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Abbas Paints U.S. Into a Corner With Palestinian Statehood Demand at U.N.

 

Palestinian President Mahmoud Abbas, by essentially daring the United States to veto his people's bid for statehood, has put the Obama administration and ally Israel in a corner and has left several lawmakers wondering what U.S. policy on the Middle East is trying to achieve.

Abbas' declaration on Friday that he would pursue statehood at a U.N. Security Council meeting next week was expected -- despite Arab League efforts to encourage the Palestinians to seek observer status in the General Assembly. The move will set up a potential showdown that has been brewing for months and could leave the U.S. with diminished credibility among the Arab world.  

It also has the head of the House Intelligence Committee wondering what the U.S. was trying to achieve by not averting the situation in the first place. 

Rep. Mike Rogers, R-Mich., said the administration's policy is confused at best since it supports an "Arab Spring," but not a Palestinian awakening while at the same time making Israel even more insecure in a hostile neighborhood that includes former Israeli ally Turkey.

"The Israelis don't know if they think we're our friends right now, but they're not sure," he said "Without any U.S. strength in that whole region, we are as close to a disaster as we can possibly get."

On Wednesday, Rep. Ileana Ros-Lehtinen, R-Fla., chairwoman of the House Foreign Affairs Committee, said if the U.S. wants to stop the Palestinian statehood bid in its tracks, it should dangle the threat of no more aid.

"Despite decades of assistance totaling billions of dollars, if a Palestinian state were declared today, it would be neither democratic, nor peaceful, nor willing to negotiate with Israel. By providing the Palestinians with $2.5 billion over the last five years, the U.S. has only rewarded and reinforced their bad behavior," she said.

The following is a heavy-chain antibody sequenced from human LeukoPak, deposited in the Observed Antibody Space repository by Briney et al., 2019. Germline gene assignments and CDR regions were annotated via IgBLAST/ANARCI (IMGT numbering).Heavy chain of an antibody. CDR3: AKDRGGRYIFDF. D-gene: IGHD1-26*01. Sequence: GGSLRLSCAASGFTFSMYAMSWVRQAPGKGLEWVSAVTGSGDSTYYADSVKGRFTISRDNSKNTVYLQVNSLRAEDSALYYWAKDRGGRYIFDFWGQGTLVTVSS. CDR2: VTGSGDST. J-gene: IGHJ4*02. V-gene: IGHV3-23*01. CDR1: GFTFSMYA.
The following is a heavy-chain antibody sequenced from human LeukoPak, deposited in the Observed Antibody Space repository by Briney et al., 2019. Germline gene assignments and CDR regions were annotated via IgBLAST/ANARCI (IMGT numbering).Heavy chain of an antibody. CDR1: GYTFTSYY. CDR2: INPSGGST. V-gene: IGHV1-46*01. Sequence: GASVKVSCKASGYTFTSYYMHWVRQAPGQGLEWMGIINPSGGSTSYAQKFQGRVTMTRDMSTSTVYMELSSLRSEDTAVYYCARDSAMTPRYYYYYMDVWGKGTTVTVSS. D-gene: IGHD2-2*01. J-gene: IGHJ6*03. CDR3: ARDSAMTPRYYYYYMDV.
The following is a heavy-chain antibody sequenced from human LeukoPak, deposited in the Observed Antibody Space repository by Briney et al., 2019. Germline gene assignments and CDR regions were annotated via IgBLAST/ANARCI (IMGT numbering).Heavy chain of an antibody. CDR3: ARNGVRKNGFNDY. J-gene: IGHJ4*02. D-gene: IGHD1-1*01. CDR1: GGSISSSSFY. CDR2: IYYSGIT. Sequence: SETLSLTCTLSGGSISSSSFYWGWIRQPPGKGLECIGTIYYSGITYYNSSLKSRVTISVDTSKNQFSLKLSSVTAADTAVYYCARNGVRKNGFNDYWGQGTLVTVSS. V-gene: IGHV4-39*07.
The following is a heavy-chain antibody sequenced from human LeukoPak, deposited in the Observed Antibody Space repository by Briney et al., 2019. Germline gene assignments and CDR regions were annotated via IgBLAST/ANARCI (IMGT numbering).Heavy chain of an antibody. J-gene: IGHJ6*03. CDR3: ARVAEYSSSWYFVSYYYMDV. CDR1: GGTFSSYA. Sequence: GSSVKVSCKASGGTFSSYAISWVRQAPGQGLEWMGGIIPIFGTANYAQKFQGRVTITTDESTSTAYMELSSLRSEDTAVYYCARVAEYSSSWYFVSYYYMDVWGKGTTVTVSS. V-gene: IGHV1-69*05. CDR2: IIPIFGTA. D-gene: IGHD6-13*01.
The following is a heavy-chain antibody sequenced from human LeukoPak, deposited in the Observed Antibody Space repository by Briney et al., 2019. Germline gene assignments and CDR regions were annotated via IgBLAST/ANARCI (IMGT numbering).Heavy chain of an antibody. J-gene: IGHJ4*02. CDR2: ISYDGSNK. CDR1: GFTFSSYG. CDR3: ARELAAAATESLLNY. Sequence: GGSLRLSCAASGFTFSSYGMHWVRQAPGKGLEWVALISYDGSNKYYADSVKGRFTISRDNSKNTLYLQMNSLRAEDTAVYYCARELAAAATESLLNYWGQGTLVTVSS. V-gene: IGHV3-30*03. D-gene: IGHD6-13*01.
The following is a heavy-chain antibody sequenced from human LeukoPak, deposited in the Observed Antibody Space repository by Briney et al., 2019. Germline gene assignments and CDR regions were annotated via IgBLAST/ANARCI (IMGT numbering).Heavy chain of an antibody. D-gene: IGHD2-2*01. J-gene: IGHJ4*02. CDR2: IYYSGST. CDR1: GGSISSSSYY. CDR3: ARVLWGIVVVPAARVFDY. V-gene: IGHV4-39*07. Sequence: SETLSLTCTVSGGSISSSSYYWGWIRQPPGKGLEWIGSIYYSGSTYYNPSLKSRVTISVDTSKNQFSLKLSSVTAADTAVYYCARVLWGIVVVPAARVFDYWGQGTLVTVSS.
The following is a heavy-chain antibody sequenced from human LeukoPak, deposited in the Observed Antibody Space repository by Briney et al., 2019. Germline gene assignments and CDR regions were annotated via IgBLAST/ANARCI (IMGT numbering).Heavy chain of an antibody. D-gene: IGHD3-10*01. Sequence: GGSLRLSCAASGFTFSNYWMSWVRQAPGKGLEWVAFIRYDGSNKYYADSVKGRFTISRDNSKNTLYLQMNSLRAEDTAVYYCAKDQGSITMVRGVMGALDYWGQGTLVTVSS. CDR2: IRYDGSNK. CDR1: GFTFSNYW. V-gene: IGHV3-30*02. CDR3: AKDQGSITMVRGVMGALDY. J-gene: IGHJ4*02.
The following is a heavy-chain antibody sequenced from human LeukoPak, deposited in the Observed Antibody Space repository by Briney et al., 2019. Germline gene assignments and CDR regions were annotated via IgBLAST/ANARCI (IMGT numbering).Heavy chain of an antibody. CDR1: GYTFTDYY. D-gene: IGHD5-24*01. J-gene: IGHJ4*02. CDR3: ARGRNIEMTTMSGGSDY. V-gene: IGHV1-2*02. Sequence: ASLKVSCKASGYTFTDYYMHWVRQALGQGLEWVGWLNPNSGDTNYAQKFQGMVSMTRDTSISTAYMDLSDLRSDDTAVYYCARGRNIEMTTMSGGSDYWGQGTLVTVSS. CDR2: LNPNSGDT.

Rep. Howard Berman, D-Calif., the ranking member on the same committee, suggested that even if the U.S. vetoes a Palestinian bid at the Security Council, approval by the General Assembly of limited recognition, which would require a two-thirds vote, would be cataclysmic to the Israelis.

"If the General Assembly enhances the Palestinians' current status as a non-state observer to that of a state, the Palestinians would have standing to bring cases against Israel at the International Criminal Court and the International Court of Justice, and that is exactly what President Abbas has indicated he will do," Berman said. "Of course, that would merely waste more time and further poison relations with Israel, making statehood and peace further away than ever."

Secretary of State Hillary Clinton and other members of the Obama administration say they support statehood for the Palestinians but through negotiations with Israel, not through a statehood bid. 

"The Palestinians will not and cannot achieve statehood through a declaration at the United Nations," White House spokesman Jay Carney said. "It is a distraction, and in fact, it's counterproductive. That remains our position."

National Security Council spokesman Ben Rhodes on Friday added that the only way for the Palestinians to achieve statehood is through agreements with Israel on issues like recognition, agreed-upon borders and security cooperation.

"We don’t' believe that unilateral actions to the United Nations will lead to a Palestinian state, Rhodes said.

He said President Obama will make clear during his speech at the U.N. next week -- where he also plans to meet with Israeli Prime Minister Benjamin Netanyahu -- that peace can only be achieved through negotiations. 

But blurring the message, Rhodes then added that while every situation is different, what is constant is U.S. support for self-determination.

Offering a sample of what a Palestinian state would be like, Palestinian Ambassador to the U.S. Maen Rashid Areikat told reporters earlier this week that it would be free of minorities, implying that Jews would not be permitted within the borders of a new Palestine. 

"After the experience of the last 44 years of military occupation and all the conflict and friction, I think it would be in the best interest of the two people to be separated," he was quoted saying by the Christian Science Monitor. 

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